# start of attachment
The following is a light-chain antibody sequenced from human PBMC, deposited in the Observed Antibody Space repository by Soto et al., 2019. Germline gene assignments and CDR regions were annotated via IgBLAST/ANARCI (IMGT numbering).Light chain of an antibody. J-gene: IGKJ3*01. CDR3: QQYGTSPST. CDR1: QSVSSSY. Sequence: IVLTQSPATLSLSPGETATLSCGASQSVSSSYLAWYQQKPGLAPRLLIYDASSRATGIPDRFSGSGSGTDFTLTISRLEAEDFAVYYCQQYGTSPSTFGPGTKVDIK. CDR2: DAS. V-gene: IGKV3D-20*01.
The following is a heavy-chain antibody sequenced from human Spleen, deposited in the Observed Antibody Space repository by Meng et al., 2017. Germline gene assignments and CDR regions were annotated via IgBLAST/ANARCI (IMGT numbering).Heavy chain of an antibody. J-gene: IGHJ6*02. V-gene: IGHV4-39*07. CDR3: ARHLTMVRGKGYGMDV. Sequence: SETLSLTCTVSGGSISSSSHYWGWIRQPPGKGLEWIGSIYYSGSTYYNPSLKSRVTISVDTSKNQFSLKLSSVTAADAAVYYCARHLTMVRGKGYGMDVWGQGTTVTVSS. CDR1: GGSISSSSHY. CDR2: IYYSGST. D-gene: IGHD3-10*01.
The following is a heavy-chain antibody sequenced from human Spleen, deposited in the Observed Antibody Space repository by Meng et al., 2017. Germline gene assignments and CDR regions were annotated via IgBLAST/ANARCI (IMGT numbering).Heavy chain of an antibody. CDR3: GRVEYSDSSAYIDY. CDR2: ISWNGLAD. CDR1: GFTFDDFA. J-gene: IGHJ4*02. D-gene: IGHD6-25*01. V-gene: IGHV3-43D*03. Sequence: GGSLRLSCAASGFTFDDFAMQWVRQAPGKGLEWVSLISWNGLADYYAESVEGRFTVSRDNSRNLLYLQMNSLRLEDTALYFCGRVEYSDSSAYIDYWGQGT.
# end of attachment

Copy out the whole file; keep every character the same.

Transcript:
The following is a light-chain antibody sequenced from human PBMC, deposited in the Observed Antibody Space repository by Soto et al., 2019. Germline gene assignments and CDR regions were annotated via IgBLAST/ANARCI (IMGT numbering).Light chain of an antibody. J-gene: IGKJ3*01. CDR3: QQYGTSPST. CDR1: QSVSSSY. Sequence: IVLTQSPATLSLSPGETATLSCGASQSVSSSYLAWYQQKPGLAPRLLIYDASSRATGIPDRFSGSGSGTDFTLTISRLEAEDFAVYYCQQYGTSPSTFGPGTKVDIK. CDR2: DAS. V-gene: IGKV3D-20*01.
The following is a heavy-chain antibody sequenced from human Spleen, deposited in the Observed Antibody Space repository by Meng et al., 2017. Germline gene assignments and CDR regions were annotated via IgBLAST/ANARCI (IMGT numbering).Heavy chain of an antibody. J-gene: IGHJ6*02. V-gene: IGHV4-39*07. CDR3: ARHLTMVRGKGYGMDV. Sequence: SETLSLTCTVSGGSISSSSHYWGWIRQPPGKGLEWIGSIYYSGSTYYNPSLKSRVTISVDTSKNQFSLKLSSVTAADAAVYYCARHLTMVRGKGYGMDVWGQGTTVTVSS. CDR1: GGSISSSSHY. CDR2: IYYSGST. D-gene: IGHD3-10*01.
The following is a heavy-chain antibody sequenced from human Spleen, deposited in the Observed Antibody Space repository by Meng et al., 2017. Germline gene assignments and CDR regions were annotated via IgBLAST/ANARCI (IMGT numbering).Heavy chain of an antibody. CDR3: GRVEYSDSSAYIDY. CDR2: ISWNGLAD. CDR1: GFTFDDFA. J-gene: IGHJ4*02. D-gene: IGHD6-25*01. V-gene: IGHV3-43D*03. Sequence: GGSLRLSCAASGFTFDDFAMQWVRQAPGKGLEWVSLISWNGLADYYAESVEGRFTVSRDNSRNLLYLQMNSLRLEDTALYFCGRVEYSDSSAYIDYWGQGT.